Penn Medicine’s Sleep Apnea Program specializes in treating individuals that suffer from sleep apnea. Sleep apnea refers to interruptions in breathing during sleep that can range from mild, moderate to severe. Depending upon the severity, sleep apnea can negatively impact your health causing you to feel fatigued in the morning after you wake up and throughout the course of your day.

Sleep Apnea Types

Penn Medicine sleep specialists and otorhinolaryngologists work together to treat the full range of sleep apnea conditions, including:

man sleeping

  • Obstructive sleep apnea (OSA): Obstructive sleep apnea is a serious sleep disorder that interrupts normal breathing during sleep. When the soft tissues of the throat collapse on inhalation during sleep, the lack of oxygen to the lungs can cause serious health problems. Individuals with OSA have either partial or complete obstruction of their upper airway. They will usually experience loud snoring, choking or gasping and insomnia. The disruption in breathing can result in a decrease of oxygen that is delivered to the body’s tissues, which in turn can cause long-term damage to vital organs. 
  • Positional obstructive sleep apnea: Positional OSA refers to individuals who experience sleep apnea when sleeping on their back (supine position). Breathing may return to normal when laying on their side.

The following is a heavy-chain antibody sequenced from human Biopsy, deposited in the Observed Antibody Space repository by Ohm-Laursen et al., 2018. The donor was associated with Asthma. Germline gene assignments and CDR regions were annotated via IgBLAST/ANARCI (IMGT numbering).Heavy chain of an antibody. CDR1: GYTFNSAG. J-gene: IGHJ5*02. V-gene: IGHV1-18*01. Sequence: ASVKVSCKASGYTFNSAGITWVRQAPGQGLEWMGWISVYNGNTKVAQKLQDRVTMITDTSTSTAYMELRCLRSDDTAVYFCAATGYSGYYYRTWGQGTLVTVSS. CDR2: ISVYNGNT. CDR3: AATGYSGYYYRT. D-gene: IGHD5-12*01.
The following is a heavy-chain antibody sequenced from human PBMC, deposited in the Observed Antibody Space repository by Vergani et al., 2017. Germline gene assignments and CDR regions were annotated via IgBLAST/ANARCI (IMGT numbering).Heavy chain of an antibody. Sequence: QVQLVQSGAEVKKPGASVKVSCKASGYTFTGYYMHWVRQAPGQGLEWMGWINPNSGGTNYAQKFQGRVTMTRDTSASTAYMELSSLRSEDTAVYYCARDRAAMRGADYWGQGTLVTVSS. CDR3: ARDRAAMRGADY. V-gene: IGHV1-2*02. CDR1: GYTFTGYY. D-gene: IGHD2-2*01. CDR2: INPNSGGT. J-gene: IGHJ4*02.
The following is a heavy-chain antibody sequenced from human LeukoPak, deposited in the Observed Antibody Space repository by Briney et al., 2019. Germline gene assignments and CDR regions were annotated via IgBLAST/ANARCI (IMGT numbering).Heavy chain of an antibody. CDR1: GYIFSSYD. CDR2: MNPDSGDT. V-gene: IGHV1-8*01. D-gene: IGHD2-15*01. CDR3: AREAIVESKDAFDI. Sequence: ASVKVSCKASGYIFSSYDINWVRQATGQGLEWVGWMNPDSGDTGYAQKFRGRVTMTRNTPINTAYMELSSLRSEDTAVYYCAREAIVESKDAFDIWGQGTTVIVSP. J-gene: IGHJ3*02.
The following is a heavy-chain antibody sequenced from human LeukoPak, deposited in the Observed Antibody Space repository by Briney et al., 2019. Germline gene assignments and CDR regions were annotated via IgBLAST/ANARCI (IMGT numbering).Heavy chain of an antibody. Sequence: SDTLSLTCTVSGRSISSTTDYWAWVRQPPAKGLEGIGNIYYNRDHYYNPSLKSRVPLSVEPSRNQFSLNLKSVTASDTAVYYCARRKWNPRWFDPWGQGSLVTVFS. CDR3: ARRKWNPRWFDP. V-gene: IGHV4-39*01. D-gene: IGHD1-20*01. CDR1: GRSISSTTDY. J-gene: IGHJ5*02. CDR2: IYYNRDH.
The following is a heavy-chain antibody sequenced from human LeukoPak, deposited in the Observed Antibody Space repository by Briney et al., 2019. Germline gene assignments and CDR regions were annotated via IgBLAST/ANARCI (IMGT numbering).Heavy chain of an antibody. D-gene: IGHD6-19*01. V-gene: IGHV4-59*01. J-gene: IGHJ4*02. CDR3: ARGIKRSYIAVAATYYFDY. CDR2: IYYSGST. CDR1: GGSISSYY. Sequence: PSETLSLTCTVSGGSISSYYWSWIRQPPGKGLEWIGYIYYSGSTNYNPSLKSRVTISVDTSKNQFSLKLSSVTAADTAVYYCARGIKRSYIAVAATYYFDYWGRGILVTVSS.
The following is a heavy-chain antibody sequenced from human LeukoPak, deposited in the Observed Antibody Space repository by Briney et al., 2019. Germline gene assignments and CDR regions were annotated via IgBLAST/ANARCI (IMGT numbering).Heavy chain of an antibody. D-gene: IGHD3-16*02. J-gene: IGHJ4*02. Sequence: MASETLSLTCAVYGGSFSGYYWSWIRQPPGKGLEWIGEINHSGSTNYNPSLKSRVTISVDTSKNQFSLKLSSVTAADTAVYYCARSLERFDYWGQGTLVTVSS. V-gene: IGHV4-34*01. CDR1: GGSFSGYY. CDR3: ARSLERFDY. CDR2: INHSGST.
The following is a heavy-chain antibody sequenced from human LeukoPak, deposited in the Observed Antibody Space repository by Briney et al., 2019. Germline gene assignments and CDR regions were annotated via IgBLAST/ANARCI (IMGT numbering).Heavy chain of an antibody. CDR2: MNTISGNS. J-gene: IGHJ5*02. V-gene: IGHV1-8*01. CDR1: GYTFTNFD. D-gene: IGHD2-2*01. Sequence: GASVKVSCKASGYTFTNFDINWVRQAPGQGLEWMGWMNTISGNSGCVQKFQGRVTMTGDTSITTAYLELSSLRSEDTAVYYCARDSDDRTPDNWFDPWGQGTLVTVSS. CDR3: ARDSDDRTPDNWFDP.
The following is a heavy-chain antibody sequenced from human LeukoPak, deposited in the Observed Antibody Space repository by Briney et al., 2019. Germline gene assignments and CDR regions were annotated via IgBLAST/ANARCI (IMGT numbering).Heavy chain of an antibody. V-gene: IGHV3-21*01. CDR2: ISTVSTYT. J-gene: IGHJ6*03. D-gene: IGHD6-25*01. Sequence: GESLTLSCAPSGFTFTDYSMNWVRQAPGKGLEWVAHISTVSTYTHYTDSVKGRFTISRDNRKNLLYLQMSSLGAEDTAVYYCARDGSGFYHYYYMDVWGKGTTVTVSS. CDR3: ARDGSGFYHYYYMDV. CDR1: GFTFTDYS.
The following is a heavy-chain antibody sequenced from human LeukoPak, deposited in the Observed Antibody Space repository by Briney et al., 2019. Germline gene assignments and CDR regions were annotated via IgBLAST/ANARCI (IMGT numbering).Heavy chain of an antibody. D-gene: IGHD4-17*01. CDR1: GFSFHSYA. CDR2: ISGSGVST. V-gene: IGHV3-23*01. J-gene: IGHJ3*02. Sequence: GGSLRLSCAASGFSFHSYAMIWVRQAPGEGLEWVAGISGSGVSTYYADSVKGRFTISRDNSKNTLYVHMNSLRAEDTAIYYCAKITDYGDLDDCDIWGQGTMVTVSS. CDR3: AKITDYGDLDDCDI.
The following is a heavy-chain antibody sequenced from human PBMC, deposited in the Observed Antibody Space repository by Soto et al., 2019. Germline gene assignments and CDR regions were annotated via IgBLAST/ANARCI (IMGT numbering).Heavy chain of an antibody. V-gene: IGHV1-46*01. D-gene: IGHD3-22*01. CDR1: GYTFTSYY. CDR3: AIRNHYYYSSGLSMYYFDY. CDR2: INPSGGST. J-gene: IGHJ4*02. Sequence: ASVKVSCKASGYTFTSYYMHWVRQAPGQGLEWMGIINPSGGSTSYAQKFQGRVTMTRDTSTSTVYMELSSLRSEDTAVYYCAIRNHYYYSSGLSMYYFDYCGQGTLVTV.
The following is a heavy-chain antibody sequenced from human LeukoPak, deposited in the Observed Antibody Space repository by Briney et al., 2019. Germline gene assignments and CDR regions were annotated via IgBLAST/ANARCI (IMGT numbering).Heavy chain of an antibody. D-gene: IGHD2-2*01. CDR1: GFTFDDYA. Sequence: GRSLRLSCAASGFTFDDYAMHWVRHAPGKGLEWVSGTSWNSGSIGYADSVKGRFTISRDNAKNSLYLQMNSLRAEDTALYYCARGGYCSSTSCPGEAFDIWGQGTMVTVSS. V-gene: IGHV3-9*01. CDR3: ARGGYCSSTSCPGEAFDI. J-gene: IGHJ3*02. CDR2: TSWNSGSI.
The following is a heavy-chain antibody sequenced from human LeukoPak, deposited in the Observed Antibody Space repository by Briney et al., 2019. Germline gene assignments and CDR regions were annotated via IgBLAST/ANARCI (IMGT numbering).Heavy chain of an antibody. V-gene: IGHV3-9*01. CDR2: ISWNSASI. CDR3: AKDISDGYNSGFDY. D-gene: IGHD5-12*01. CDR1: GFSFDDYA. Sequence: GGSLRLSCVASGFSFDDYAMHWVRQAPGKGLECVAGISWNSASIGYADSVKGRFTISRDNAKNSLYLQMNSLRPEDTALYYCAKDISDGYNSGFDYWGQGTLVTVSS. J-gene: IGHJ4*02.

• REM related obstructive sleep apnea: REM related sleep apnea refers to OSA that occurs predominately during REM sleep. Research has shown there is a correlation between REM related sleep apnea and type 2 diabetes.

    Sleep Apnea Risk Factors

    There a numerous risk factors that may contribute to OSA, including:

    • A family history of sleep apnea
    • Asthma
    • Chronic nasal congestion
    • Diabetes
    • Excess weight: (not everyone with obstructive sleep apnea is overweight, but it can be a contributing factor)
    • Males (males are twice as likely to be affected by sleep apnea)
    • Narrowed airway: possibly caused by large tonsils and adenoids or a patient may naturally have a narrow airway
    • High blood pressure (hypertension)
    • Smoking

In This Section

Sleep Apnea Conditions

Sleep apnea usually is a chronic (ongoing) condition that disrupts your sleep. Learn about the types of symptoms that can cause sleep apnea.

Sleep Apnea Diagnosis and Evaluation

Penn otorhinolaryngologists and sleep medicine physicians evaluate patients for sleep apnea using the latest diagnostic tools and techniques.

Obstructive Sleep Apnea Treatment

The Penn Sleep Apnea Program offers the most advanced sleep medicine and surgical treatment techniques available for mild, moderate and severe sleep apnea.

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